The first presidential general election debate of 2016 was historic in many ways, featuring two unique candidates and the largest audience in history with just over 84 million viewers. We explore the emotional impact of this widely-viewed debate on viewers in our new article, entitled “Gender Differences in Emotional Reactions to the 2016 Presidential Debates.” As we discuss in our article, research has shown for decades that debates impact how people know and think about presidential candidates. However, we know far less about how men and women respond to the candidates they are exposed to during these events. Given the prominent discussions of gender during the campaign (e.g., Donald Trump’s high-profile comments about women’s appearances, Clinton highlighting her glass-ceiling breaking nomination and fundraising with a so-called “woman card”), we expected that men and women might experience these widely viewed political events differently, and that their reactions to the debate might lead them towards different perceptions of the candidates.
Through the use of a controlled within-subjects experiment, our study allowed us to measure changes in attitudes and responses to the candidates after exposure to the debate. In addition, we examined real-time reaction to the candidates by assessing people’s emotional responses during the debate by utilizing facial expression software. Compared with previous work which relies on subjects’ self-reported emotional responses (often after the debate is over), this facial expression software allowed us to measure emotion without disrupting the debate viewers. Using the data we collected, we examine how men and women responded to candidates’ messaging during the debate and the impact those responses had on how people felt about the candidates after viewing the debate. Other scholarship in the field indicated that women may be more likely to express so-called ‘internalizing’ emotions like sadness and fear, while men are more likely to express ‘externalizing’ emotions like anger, disgust and contempt. We expected to see this pattern in response to the debate, hypothesizing that: (H1) men and women will differ in their emotional reaction to the presidential debate, with men being more likely to show externalizing emotions and women more likely to exhibit internalizing emotions. Largely due to the salience of gender during the campaign, we also hypothesized the impact of emotional responses might be greater on women’s evaluations of the candidates.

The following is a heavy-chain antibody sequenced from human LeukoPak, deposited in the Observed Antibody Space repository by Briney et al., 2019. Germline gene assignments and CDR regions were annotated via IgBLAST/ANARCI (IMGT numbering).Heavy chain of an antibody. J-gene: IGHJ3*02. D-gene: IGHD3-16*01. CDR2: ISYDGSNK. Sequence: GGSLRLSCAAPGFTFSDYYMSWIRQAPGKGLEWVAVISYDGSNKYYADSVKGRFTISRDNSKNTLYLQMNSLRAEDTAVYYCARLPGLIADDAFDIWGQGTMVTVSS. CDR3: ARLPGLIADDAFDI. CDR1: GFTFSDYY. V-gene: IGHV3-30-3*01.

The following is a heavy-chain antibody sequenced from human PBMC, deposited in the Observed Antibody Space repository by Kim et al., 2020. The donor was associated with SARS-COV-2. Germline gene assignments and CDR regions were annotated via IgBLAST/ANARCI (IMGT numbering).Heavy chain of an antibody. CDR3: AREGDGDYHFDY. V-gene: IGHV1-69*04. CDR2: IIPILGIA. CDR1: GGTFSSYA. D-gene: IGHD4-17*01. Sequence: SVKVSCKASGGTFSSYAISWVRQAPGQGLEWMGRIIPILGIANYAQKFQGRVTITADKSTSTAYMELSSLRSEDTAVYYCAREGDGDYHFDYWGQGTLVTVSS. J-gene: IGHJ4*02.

Our data indicate that men and women in our study experienced different emotional reactions during the debate, offering some support for our first hypothesis. Women expressed ‘internalizing’ emotions like sadness twice as often as men during the debate. Conversely, men expressed ‘externalizing’ emotions like anger and disgust more often than women throughout the debate. There were also differences in when men and women expressed these emotions. For example, our data indicated that women’s expressions of sadness and men’s expressions of anger increased during periods when Clinton spoke more. During periods when Trump talked more, both men and women were more likely to show contempt, and men’s displays of disgust escalated. We also found support for our second hypothesis, with the data indicating that the impact of emotional expressions were more powerful for women than men in predicting post-debate evaluations of the candidates’ debate performance, particularly in their evaluations of Trump’s performance. For example, as women show more expressions of fear, their ratings of Trump’s performance in the debate decreases significantly, women become substantially more negative in their evaluations of Trump and more positive in their assessments of Clinton. In contrast, as men express more fear, their evaluations of the candidates’ debate performance and changes in their scores on the candidates’ feeling thermometers barely budge.
Overall, we find that emotions matter. Even when we control for other attitudes and identities, emotional responses impacted viewer’s beliefs about the candidates. Second, the nature and political impact of emotions are different for men and women. Men and women have different emotional responses to the debate and these responses differentially influenced their assessments of the candidates. While we caution readers about generalizing from this study since 2016 is a unique election year, we do encourage scholars to continue to explore the role of emotions by employing innovative methods, such as utilizing facial expression software, to monitor people’s reactions to political stimuli so we can better understand how emotions affect people’s views of the political world.